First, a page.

Receipt of asset income is associated with relatively high median income. The median income of units aged 65 or older with asset income is more than twice that of those with no asset income ($28,844 compared with $13,243). Aged units with no asset income are concentrated in the lowest income categories—32% have a total income below $10,000, and only 16% have an income of $30,000 or more. Among aged units with asset income, 7% have a total income of less than $10,000, and 48% have an income of $30,000 or more.

Percentage with various levels of income, by receipt of asset income, 2004
Bar chart linked to data in table format.

Receipt of earnings and retirement benefits also affects total income. About 8% of units aged 65 or older have no retirement benefits. Of those, 41% have earnings, and their median income is $40,000; 59% have no earnings, and their median income is $0. In the absence of earnings, median income rises markedly with the number of retirement benefit types received, from $12,672 with one retirement benefit type to $26,936 with two. For units with both earnings and retirement benefits, median income is $37,740 for those with one retirement benefit type and $53,249 for those with two.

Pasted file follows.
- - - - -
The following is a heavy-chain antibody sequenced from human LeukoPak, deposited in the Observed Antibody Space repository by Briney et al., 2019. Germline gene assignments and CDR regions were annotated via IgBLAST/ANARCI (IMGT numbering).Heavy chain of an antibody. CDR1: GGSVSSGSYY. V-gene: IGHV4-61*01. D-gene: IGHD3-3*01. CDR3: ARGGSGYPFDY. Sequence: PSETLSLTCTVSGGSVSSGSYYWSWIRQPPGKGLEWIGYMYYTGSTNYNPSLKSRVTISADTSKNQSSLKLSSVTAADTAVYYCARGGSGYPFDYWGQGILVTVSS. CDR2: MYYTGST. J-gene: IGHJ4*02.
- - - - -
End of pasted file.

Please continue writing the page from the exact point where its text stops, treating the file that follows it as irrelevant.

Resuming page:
Median income, by receipt of earnings and retirement benefits, 2004
Bar chart linked to data in table format.
NOTE: Retirement benefit types are Social Security, Railroad Retirement, government pension, and private pension or annuity.

Income differences by age are associated with differences in marital status. Median income is generally lower in older age groups. The striking differences by age are due in part to the disproportionate number of nonmarried women in older age groups. In every age group, nonmarried women have a lower median income than nonmarried men or married couples.

Median income and percentage distribution of aged units, by age, marital status, and sex of nonmarried persons, 2004
Marital status and sex of nonmarried persons 65–69 70–74 75–79 80 or older
Median income (dollars)
Married couples 44,299 36,750 30,413 28,490
Nonmarried men 19,194 18,013 17,580 16,939
Nonmarried women 14,611 13,506 13,171 12,679
Percentage distribution of aged units
Total percent 100 100 100 100
Married couples 52 46 40 27
Nonmarried men 16 16 15 17